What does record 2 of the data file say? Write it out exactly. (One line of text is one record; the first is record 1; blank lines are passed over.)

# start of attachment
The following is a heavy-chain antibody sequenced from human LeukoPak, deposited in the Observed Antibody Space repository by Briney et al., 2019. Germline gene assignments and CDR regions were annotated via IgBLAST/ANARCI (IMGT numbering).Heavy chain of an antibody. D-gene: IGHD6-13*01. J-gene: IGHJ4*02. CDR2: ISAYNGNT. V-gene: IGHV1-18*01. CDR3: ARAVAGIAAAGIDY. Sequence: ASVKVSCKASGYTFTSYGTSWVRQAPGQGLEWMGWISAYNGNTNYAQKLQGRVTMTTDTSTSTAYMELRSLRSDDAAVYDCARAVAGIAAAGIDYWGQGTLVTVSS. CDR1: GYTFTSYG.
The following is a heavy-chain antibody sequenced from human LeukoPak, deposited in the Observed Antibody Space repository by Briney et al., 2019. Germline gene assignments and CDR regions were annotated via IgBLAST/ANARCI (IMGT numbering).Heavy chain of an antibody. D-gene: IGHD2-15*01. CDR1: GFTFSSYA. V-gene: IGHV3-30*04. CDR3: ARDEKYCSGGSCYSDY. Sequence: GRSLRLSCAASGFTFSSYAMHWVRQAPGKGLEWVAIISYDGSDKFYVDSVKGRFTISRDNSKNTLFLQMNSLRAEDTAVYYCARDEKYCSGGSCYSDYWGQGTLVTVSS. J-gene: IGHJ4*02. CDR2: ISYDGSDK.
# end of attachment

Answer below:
The following is a heavy-chain antibody sequenced from human LeukoPak, deposited in the Observed Antibody Space repository by Briney et al., 2019. Germline gene assignments and CDR regions were annotated via IgBLAST/ANARCI (IMGT numbering).Heavy chain of an antibody. D-gene: IGHD2-15*01. CDR1: GFTFSSYA. V-gene: IGHV3-30*04. CDR3: ARDEKYCSGGSCYSDY. Sequence: GRSLRLSCAASGFTFSSYAMHWVRQAPGKGLEWVAIISYDGSDKFYVDSVKGRFTISRDNSKNTLFLQMNSLRAEDTAVYYCARDEKYCSGGSCYSDYWGQGTLVTVSS. J-gene: IGHJ4*02. CDR2: ISYDGSDK.